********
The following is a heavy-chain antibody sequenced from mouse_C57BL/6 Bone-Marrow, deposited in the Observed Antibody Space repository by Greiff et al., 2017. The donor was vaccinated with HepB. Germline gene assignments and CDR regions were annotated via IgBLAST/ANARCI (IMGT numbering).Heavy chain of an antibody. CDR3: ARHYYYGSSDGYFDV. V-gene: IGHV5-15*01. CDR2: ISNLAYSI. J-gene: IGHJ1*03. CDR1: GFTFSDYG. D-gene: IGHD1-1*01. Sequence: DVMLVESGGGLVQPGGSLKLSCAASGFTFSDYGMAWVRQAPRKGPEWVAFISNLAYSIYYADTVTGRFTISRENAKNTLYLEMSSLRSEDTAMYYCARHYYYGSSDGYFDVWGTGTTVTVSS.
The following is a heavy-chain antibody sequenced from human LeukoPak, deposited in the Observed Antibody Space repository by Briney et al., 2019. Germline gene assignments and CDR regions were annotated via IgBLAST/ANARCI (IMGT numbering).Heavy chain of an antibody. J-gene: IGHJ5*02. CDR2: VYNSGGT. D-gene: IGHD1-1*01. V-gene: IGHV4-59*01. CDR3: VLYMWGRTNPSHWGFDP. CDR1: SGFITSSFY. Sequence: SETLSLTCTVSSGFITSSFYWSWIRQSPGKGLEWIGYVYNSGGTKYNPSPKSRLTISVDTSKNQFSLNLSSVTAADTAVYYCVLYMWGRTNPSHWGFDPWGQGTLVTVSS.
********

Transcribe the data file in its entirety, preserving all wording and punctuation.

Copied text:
The following is a heavy-chain antibody sequenced from mouse_C57BL/6 Bone-Marrow, deposited in the Observed Antibody Space repository by Greiff et al., 2017. The donor was vaccinated with HepB. Germline gene assignments and CDR regions were annotated via IgBLAST/ANARCI (IMGT numbering).Heavy chain of an antibody. CDR3: ARHYYYGSSDGYFDV. V-gene: IGHV5-15*01. CDR2: ISNLAYSI. J-gene: IGHJ1*03. CDR1: GFTFSDYG. D-gene: IGHD1-1*01. Sequence: DVMLVESGGGLVQPGGSLKLSCAASGFTFSDYGMAWVRQAPRKGPEWVAFISNLAYSIYYADTVTGRFTISRENAKNTLYLEMSSLRSEDTAMYYCARHYYYGSSDGYFDVWGTGTTVTVSS.
The following is a heavy-chain antibody sequenced from human LeukoPak, deposited in the Observed Antibody Space repository by Briney et al., 2019. Germline gene assignments and CDR regions were annotated via IgBLAST/ANARCI (IMGT numbering).Heavy chain of an antibody. J-gene: IGHJ5*02. CDR2: VYNSGGT. D-gene: IGHD1-1*01. V-gene: IGHV4-59*01. CDR3: VLYMWGRTNPSHWGFDP. CDR1: SGFITSSFY. Sequence: SETLSLTCTVSSGFITSSFYWSWIRQSPGKGLEWIGYVYNSGGTKYNPSPKSRLTISVDTSKNQFSLNLSSVTAADTAVYYCVLYMWGRTNPSHWGFDPWGQGTLVTVSS.